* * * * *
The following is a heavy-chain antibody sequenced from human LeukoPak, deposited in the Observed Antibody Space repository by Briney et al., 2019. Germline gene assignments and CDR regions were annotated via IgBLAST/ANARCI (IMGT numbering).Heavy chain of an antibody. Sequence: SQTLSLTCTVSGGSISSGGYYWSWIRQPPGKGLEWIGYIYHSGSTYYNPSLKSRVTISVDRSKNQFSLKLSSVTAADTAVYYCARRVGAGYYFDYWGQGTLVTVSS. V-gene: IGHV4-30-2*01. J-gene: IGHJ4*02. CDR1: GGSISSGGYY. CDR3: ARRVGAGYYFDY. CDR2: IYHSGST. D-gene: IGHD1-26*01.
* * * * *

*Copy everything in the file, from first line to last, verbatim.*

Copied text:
The following is a heavy-chain antibody sequenced from human LeukoPak, deposited in the Observed Antibody Space repository by Briney et al., 2019. Germline gene assignments and CDR regions were annotated via IgBLAST/ANARCI (IMGT numbering).Heavy chain of an antibody. Sequence: SQTLSLTCTVSGGSISSGGYYWSWIRQPPGKGLEWIGYIYHSGSTYYNPSLKSRVTISVDRSKNQFSLKLSSVTAADTAVYYCARRVGAGYYFDYWGQGTLVTVSS. V-gene: IGHV4-30-2*01. J-gene: IGHJ4*02. CDR1: GGSISSGGYY. CDR3: ARRVGAGYYFDY. CDR2: IYHSGST. D-gene: IGHD1-26*01.